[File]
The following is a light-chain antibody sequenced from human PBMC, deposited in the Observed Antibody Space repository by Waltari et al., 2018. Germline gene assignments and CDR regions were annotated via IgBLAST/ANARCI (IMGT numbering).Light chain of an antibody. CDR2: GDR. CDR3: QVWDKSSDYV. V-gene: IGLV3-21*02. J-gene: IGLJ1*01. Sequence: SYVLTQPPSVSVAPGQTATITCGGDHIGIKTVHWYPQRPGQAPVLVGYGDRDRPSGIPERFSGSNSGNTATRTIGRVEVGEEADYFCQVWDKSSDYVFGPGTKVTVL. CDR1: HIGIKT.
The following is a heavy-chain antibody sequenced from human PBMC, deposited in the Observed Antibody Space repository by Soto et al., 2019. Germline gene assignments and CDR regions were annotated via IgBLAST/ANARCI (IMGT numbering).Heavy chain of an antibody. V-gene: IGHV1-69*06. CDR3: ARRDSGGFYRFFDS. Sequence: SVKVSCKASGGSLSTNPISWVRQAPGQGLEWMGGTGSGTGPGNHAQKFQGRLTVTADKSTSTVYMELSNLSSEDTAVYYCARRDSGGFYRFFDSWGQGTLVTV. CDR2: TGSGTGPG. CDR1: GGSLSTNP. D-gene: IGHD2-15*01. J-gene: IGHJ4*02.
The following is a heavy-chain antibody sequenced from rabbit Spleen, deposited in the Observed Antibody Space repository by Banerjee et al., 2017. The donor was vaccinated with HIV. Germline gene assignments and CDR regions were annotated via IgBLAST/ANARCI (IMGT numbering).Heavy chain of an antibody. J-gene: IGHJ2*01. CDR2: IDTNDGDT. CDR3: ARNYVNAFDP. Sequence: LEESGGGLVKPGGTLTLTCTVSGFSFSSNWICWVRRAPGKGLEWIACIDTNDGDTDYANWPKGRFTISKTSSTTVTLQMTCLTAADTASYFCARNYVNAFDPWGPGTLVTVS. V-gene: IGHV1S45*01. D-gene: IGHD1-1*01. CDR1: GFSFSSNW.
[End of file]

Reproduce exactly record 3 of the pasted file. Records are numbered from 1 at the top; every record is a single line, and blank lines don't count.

The following is a heavy-chain antibody sequenced from rabbit Spleen, deposited in the Observed Antibody Space repository by Banerjee et al., 2017. The donor was vaccinated with HIV. Germline gene assignments and CDR regions were annotated via IgBLAST/ANARCI (IMGT numbering).Heavy chain of an antibody. J-gene: IGHJ2*01. CDR2: IDTNDGDT. CDR3: ARNYVNAFDP. Sequence: LEESGGGLVKPGGTLTLTCTVSGFSFSSNWICWVRRAPGKGLEWIACIDTNDGDTDYANWPKGRFTISKTSSTTVTLQMTCLTAADTASYFCARNYVNAFDPWGPGTLVTVS. V-gene: IGHV1S45*01. D-gene: IGHD1-1*01. CDR1: GFSFSSNW.